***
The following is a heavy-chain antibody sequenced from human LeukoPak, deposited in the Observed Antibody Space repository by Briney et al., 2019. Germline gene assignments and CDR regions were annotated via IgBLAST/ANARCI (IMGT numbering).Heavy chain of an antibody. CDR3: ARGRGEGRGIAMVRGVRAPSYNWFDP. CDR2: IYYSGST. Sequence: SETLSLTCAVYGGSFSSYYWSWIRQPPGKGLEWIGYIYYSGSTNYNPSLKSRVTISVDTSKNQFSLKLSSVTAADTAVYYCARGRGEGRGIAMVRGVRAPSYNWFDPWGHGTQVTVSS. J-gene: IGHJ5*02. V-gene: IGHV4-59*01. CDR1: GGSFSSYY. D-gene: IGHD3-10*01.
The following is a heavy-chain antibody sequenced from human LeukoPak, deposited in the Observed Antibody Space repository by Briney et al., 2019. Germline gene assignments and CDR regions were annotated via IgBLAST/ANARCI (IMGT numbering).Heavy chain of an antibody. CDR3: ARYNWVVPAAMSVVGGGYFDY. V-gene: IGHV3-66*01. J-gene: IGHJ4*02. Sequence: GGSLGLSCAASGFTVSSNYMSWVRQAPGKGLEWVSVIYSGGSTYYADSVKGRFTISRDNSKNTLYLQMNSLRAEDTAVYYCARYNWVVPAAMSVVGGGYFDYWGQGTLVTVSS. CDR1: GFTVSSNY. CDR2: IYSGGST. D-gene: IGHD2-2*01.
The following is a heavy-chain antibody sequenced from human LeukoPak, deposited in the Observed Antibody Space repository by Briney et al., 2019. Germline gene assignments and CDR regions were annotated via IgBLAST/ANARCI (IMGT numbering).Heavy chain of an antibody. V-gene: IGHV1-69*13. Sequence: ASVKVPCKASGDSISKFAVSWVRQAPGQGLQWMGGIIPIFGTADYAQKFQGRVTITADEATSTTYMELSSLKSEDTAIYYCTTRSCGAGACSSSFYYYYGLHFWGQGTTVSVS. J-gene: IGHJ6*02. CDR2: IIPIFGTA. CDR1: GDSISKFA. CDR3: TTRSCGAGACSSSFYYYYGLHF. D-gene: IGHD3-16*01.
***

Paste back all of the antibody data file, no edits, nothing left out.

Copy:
The following is a heavy-chain antibody sequenced from human LeukoPak, deposited in the Observed Antibody Space repository by Briney et al., 2019. Germline gene assignments and CDR regions were annotated via IgBLAST/ANARCI (IMGT numbering).Heavy chain of an antibody. CDR3: ARGRGEGRGIAMVRGVRAPSYNWFDP. CDR2: IYYSGST. Sequence: SETLSLTCAVYGGSFSSYYWSWIRQPPGKGLEWIGYIYYSGSTNYNPSLKSRVTISVDTSKNQFSLKLSSVTAADTAVYYCARGRGEGRGIAMVRGVRAPSYNWFDPWGHGTQVTVSS. J-gene: IGHJ5*02. V-gene: IGHV4-59*01. CDR1: GGSFSSYY. D-gene: IGHD3-10*01.
The following is a heavy-chain antibody sequenced from human LeukoPak, deposited in the Observed Antibody Space repository by Briney et al., 2019. Germline gene assignments and CDR regions were annotated via IgBLAST/ANARCI (IMGT numbering).Heavy chain of an antibody. CDR3: ARYNWVVPAAMSVVGGGYFDY. V-gene: IGHV3-66*01. J-gene: IGHJ4*02. Sequence: GGSLGLSCAASGFTVSSNYMSWVRQAPGKGLEWVSVIYSGGSTYYADSVKGRFTISRDNSKNTLYLQMNSLRAEDTAVYYCARYNWVVPAAMSVVGGGYFDYWGQGTLVTVSS. CDR1: GFTVSSNY. CDR2: IYSGGST. D-gene: IGHD2-2*01.
The following is a heavy-chain antibody sequenced from human LeukoPak, deposited in the Observed Antibody Space repository by Briney et al., 2019. Germline gene assignments and CDR regions were annotated via IgBLAST/ANARCI (IMGT numbering).Heavy chain of an antibody. V-gene: IGHV1-69*13. Sequence: ASVKVPCKASGDSISKFAVSWVRQAPGQGLQWMGGIIPIFGTADYAQKFQGRVTITADEATSTTYMELSSLKSEDTAIYYCTTRSCGAGACSSSFYYYYGLHFWGQGTTVSVS. J-gene: IGHJ6*02. CDR2: IIPIFGTA. CDR1: GDSISKFA. CDR3: TTRSCGAGACSSSFYYYYGLHF. D-gene: IGHD3-16*01.